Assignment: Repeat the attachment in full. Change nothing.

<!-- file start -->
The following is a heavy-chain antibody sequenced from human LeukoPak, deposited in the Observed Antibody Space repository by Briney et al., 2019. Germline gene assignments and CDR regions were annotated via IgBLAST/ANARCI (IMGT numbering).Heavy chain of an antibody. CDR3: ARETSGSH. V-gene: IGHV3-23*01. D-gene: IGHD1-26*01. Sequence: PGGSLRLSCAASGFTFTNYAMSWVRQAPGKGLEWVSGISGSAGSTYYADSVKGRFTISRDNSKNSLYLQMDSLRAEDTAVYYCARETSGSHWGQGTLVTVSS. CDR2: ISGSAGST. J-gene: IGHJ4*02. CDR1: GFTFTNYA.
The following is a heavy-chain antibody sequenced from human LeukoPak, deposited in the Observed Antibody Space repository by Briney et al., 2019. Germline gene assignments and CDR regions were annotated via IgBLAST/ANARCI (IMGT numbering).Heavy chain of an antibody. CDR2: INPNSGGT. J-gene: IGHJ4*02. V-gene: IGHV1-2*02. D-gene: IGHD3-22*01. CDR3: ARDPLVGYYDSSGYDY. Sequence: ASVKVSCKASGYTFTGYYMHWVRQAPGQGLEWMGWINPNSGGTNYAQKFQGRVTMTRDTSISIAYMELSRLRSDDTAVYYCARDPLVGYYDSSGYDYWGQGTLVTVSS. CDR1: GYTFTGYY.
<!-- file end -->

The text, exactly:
The following is a heavy-chain antibody sequenced from human LeukoPak, deposited in the Observed Antibody Space repository by Briney et al., 2019. Germline gene assignments and CDR regions were annotated via IgBLAST/ANARCI (IMGT numbering).Heavy chain of an antibody. CDR3: ARETSGSH. V-gene: IGHV3-23*01. D-gene: IGHD1-26*01. Sequence: PGGSLRLSCAASGFTFTNYAMSWVRQAPGKGLEWVSGISGSAGSTYYADSVKGRFTISRDNSKNSLYLQMDSLRAEDTAVYYCARETSGSHWGQGTLVTVSS. CDR2: ISGSAGST. J-gene: IGHJ4*02. CDR1: GFTFTNYA.
The following is a heavy-chain antibody sequenced from human LeukoPak, deposited in the Observed Antibody Space repository by Briney et al., 2019. Germline gene assignments and CDR regions were annotated via IgBLAST/ANARCI (IMGT numbering).Heavy chain of an antibody. CDR2: INPNSGGT. J-gene: IGHJ4*02. V-gene: IGHV1-2*02. D-gene: IGHD3-22*01. CDR3: ARDPLVGYYDSSGYDY. Sequence: ASVKVSCKASGYTFTGYYMHWVRQAPGQGLEWMGWINPNSGGTNYAQKFQGRVTMTRDTSISIAYMELSRLRSDDTAVYYCARDPLVGYYDSSGYDYWGQGTLVTVSS. CDR1: GYTFTGYY.